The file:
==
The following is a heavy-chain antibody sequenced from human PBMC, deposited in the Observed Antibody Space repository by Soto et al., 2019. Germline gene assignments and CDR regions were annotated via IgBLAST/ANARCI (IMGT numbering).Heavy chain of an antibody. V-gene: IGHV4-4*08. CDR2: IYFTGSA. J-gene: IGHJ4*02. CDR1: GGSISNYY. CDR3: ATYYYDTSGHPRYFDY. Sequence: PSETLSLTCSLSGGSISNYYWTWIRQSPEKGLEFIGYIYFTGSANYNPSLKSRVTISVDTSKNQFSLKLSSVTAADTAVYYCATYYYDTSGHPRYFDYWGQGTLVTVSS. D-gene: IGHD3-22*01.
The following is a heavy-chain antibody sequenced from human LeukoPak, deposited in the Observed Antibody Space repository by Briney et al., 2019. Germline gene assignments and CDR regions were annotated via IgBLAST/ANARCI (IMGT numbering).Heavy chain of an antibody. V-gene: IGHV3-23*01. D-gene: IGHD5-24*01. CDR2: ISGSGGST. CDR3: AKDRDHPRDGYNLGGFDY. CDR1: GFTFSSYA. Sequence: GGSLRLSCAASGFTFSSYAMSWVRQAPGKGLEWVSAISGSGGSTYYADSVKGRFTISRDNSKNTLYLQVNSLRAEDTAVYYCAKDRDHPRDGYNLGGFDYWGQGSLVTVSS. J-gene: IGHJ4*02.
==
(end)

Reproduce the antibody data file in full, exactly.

The following is a heavy-chain antibody sequenced from human PBMC, deposited in the Observed Antibody Space repository by Soto et al., 2019. Germline gene assignments and CDR regions were annotated via IgBLAST/ANARCI (IMGT numbering).Heavy chain of an antibody. V-gene: IGHV4-4*08. CDR2: IYFTGSA. J-gene: IGHJ4*02. CDR1: GGSISNYY. CDR3: ATYYYDTSGHPRYFDY. Sequence: PSETLSLTCSLSGGSISNYYWTWIRQSPEKGLEFIGYIYFTGSANYNPSLKSRVTISVDTSKNQFSLKLSSVTAADTAVYYCATYYYDTSGHPRYFDYWGQGTLVTVSS. D-gene: IGHD3-22*01.
The following is a heavy-chain antibody sequenced from human LeukoPak, deposited in the Observed Antibody Space repository by Briney et al., 2019. Germline gene assignments and CDR regions were annotated via IgBLAST/ANARCI (IMGT numbering).Heavy chain of an antibody. V-gene: IGHV3-23*01. D-gene: IGHD5-24*01. CDR2: ISGSGGST. CDR3: AKDRDHPRDGYNLGGFDY. CDR1: GFTFSSYA. Sequence: GGSLRLSCAASGFTFSSYAMSWVRQAPGKGLEWVSAISGSGGSTYYADSVKGRFTISRDNSKNTLYLQVNSLRAEDTAVYYCAKDRDHPRDGYNLGGFDYWGQGSLVTVSS. J-gene: IGHJ4*02.